Microbes and their products - Physiological effects upon mammalian mucosa

V. K. Viswanathan, Rachna Sharma, Gail Hecht

Research output: Contribution to journalArticlepeer-review

10 Scopus citations


A dynamic array of interactions occurs between pathogens and host mucosal surfaces. The signature molecules unique to microbial pathogens allow the mammalian immune system to recognize them as non-self. This recognition, mediated by the toll-like receptor proteins, results in innate immune responses targeted against the invading organism. Pathogens also elaborate a variety of proteins that actively engage host signaling pathways and subvert them to facilitate their growth and dispersal. These interactions, developed over a long evolutionary period, have been specialized to exquisite detail. These proteins and toxins are either secreted into the medium or directly delivered into host cells by specialized secretion systems. An array of host function alterations is mediated by microbial pathogens including inflammatory responses, secretory responses, alteration of host cytoskeleton, disruption of epithelial tight junctions and apoptosis. The signaling axes involved in these interactions are potential targets for therapeutic strategies against infectious microbes.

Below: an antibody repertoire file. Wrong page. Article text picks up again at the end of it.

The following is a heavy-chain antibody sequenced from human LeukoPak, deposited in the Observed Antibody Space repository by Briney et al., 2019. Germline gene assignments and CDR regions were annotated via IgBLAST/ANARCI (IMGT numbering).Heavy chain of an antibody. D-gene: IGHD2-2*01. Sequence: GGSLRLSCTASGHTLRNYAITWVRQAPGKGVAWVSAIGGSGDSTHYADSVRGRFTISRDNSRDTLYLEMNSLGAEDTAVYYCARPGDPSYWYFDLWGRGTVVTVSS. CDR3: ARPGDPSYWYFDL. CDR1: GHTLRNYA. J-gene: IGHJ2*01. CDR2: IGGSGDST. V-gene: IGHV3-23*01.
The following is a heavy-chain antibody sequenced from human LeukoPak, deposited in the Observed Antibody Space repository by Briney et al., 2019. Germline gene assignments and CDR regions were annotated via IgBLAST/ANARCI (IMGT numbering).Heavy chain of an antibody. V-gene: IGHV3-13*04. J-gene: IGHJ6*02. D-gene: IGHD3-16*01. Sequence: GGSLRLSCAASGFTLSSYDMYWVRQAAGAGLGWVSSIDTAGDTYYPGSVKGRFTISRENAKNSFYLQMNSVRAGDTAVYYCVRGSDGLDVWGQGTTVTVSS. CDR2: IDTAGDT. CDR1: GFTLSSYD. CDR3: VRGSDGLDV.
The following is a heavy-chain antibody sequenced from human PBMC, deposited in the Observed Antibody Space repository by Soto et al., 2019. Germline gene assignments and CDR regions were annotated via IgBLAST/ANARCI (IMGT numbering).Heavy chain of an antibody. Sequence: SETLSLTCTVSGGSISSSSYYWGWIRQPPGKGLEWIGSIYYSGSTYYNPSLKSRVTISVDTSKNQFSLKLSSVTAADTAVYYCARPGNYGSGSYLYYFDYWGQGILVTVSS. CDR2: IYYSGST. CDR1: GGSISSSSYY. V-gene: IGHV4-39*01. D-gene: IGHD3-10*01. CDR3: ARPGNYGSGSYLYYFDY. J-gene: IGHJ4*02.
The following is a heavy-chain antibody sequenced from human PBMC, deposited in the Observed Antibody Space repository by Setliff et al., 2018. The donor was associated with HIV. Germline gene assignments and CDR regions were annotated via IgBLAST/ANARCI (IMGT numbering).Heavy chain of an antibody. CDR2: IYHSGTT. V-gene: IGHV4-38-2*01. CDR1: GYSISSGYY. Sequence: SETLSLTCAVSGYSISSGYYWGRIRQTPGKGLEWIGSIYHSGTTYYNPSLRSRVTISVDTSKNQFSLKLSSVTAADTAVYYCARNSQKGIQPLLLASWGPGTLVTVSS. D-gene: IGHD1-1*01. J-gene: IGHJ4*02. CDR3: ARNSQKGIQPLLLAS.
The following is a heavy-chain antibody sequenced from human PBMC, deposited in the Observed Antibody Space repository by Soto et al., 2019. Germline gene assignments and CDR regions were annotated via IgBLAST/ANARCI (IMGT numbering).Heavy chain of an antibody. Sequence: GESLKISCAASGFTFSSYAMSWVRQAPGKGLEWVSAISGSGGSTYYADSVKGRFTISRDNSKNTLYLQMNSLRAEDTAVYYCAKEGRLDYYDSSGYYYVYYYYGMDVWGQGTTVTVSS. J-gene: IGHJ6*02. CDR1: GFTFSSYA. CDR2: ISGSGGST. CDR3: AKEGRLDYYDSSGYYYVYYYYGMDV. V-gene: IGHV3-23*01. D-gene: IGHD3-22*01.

Original languageEnglish (US)
Pages (from-to)727-762
Number of pages36
JournalAdvanced Drug Delivery Reviews
Issue number6
StatePublished - Apr 19 2004


  • Host response
  • Host-pathogen relationship
  • Pathogen
  • Secretion
  • Tight junction
  • Toll receptor

ASJC Scopus subject areas

  • Pharmaceutical Science


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